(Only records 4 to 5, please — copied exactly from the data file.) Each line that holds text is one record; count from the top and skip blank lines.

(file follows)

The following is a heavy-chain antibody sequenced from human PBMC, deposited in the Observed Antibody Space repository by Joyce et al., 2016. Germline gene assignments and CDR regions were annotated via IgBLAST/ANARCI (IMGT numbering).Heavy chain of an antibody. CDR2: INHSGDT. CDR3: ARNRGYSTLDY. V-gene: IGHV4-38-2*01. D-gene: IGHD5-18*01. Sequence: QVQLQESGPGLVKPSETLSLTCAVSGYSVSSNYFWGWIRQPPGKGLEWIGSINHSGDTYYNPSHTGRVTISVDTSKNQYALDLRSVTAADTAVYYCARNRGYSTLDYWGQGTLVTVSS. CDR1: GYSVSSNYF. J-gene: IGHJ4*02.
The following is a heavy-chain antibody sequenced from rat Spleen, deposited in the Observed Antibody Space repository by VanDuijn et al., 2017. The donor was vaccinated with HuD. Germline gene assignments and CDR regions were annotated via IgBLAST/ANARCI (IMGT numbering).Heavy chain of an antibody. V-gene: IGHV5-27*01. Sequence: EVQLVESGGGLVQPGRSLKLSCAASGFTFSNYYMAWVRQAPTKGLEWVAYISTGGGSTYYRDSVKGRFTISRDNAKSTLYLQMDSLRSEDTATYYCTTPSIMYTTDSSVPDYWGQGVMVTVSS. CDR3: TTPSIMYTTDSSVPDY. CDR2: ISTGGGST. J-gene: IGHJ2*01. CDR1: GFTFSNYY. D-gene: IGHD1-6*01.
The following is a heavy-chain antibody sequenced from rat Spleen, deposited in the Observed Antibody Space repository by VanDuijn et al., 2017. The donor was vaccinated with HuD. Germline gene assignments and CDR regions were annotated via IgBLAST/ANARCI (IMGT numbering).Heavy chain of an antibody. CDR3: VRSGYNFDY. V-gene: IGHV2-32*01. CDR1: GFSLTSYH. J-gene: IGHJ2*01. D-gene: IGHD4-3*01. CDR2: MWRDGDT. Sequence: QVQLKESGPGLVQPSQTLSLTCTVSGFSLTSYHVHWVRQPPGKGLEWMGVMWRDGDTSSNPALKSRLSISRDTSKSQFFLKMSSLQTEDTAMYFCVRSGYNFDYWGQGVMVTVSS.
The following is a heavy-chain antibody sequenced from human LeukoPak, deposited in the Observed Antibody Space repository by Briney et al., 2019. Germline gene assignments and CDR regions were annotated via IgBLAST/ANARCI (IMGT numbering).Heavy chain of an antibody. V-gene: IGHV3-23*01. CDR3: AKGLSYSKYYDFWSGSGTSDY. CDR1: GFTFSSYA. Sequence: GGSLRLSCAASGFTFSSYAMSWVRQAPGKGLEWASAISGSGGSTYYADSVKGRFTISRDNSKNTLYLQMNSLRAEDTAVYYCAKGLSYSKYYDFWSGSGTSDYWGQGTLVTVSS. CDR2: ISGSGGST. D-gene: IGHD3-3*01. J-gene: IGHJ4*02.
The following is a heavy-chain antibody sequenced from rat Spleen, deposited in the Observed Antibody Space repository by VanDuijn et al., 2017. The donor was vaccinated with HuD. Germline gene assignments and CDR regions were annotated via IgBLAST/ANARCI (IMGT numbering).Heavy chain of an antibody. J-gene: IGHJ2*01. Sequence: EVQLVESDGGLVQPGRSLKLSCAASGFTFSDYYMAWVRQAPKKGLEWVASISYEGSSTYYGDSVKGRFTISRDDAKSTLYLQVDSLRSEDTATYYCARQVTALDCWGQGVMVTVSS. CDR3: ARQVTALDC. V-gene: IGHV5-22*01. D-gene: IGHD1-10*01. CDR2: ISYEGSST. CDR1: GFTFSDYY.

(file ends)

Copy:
The following is a heavy-chain antibody sequenced from human LeukoPak, deposited in the Observed Antibody Space repository by Briney et al., 2019. Germline gene assignments and CDR regions were annotated via IgBLAST/ANARCI (IMGT numbering).Heavy chain of an antibody. V-gene: IGHV3-23*01. CDR3: AKGLSYSKYYDFWSGSGTSDY. CDR1: GFTFSSYA. Sequence: GGSLRLSCAASGFTFSSYAMSWVRQAPGKGLEWASAISGSGGSTYYADSVKGRFTISRDNSKNTLYLQMNSLRAEDTAVYYCAKGLSYSKYYDFWSGSGTSDYWGQGTLVTVSS. CDR2: ISGSGGST. D-gene: IGHD3-3*01. J-gene: IGHJ4*02.
The following is a heavy-chain antibody sequenced from rat Spleen, deposited in the Observed Antibody Space repository by VanDuijn et al., 2017. The donor was vaccinated with HuD. Germline gene assignments and CDR regions were annotated via IgBLAST/ANARCI (IMGT numbering).Heavy chain of an antibody. J-gene: IGHJ2*01. Sequence: EVQLVESDGGLVQPGRSLKLSCAASGFTFSDYYMAWVRQAPKKGLEWVASISYEGSSTYYGDSVKGRFTISRDDAKSTLYLQVDSLRSEDTATYYCARQVTALDCWGQGVMVTVSS. CDR3: ARQVTALDC. V-gene: IGHV5-22*01. D-gene: IGHD1-10*01. CDR2: ISYEGSST. CDR1: GFTFSDYY.